The Magic Of The Caribbean
Herbert Spencer And His Orchestra
Decca Records DL 9080
Here's an example of "what was the record label thinking"? When I find jackets that cost a small fortune to produce, the first question I ask is why did the label think that this recording was worth the cost of the packaging. Or was it just time, in the minds of those in charge, to invest in a "trend"?
The LP comes in a heavy gatefold jacket with a die-cut cover (the hat shape is punched out of the cover). There are three nicely designed pages fixed to the spine the feature 4-color and 2-color printing. Decca paid Richard Joseph, Esquire Travel Editor, to write the copy which is a somewhat dry history of the region.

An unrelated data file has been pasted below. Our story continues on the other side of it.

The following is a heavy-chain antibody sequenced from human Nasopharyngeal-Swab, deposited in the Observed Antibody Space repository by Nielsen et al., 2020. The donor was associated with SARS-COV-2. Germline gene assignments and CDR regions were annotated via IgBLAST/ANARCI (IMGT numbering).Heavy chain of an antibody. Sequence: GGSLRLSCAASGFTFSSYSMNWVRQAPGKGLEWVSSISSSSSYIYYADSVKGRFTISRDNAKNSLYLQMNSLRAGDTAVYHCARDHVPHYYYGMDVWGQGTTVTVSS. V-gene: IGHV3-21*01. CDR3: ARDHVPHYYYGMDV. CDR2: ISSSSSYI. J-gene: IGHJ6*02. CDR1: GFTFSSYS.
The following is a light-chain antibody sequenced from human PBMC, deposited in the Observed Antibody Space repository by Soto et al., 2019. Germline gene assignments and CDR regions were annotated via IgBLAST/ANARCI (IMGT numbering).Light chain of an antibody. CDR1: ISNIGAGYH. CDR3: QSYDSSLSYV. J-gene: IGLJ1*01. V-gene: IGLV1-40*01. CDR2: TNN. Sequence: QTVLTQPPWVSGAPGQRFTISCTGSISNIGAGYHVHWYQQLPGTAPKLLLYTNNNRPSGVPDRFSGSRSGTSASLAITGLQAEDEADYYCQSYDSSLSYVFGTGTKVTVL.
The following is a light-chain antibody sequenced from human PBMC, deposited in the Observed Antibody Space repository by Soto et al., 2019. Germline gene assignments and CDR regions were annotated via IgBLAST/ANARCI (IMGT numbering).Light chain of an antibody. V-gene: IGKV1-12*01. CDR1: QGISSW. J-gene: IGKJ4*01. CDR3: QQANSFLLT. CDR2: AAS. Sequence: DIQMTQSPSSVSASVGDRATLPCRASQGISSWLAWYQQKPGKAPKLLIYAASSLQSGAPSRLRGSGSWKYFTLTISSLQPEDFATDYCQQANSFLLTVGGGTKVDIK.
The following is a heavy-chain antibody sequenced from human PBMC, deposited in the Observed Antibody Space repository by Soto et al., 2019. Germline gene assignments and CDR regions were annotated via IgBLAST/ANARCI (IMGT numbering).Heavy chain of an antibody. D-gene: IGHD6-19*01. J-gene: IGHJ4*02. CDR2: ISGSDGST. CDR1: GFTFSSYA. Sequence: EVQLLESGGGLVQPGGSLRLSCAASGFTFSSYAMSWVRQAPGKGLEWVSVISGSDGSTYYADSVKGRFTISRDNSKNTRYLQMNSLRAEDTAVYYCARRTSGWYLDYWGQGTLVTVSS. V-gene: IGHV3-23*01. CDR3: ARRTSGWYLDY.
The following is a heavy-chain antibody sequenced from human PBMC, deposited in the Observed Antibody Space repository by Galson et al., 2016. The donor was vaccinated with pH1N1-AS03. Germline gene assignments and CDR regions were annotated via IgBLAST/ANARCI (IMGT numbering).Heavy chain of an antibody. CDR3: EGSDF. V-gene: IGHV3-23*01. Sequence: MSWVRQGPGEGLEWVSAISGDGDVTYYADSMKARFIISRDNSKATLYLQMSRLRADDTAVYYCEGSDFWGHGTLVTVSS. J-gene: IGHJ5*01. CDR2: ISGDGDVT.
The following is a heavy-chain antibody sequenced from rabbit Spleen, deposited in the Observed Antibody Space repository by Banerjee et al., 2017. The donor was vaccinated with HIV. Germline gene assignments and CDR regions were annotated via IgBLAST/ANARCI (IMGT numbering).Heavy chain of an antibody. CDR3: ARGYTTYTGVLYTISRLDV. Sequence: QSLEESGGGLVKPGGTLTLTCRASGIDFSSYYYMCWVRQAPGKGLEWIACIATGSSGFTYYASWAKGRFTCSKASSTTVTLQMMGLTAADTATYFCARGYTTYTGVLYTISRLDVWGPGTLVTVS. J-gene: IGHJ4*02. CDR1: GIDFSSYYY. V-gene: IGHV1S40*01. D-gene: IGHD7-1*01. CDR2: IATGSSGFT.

The album is constructed in such a way to be a "concept" album... meaning that the tracks blend into one another, bridged mainly by canned sound effects. The track I selected from side 2 may be the most "exciting". None of the tracks, in my opinion, mutually support one another so the effort to create a "seamless theme" is lost.
As you can tell from the sample, Decca at this time was competing against the likes of Martin Denny and Arthur Lyman along with a host of other artists and labels who were milking the folk and exotica trends and a tough market to crack with this product.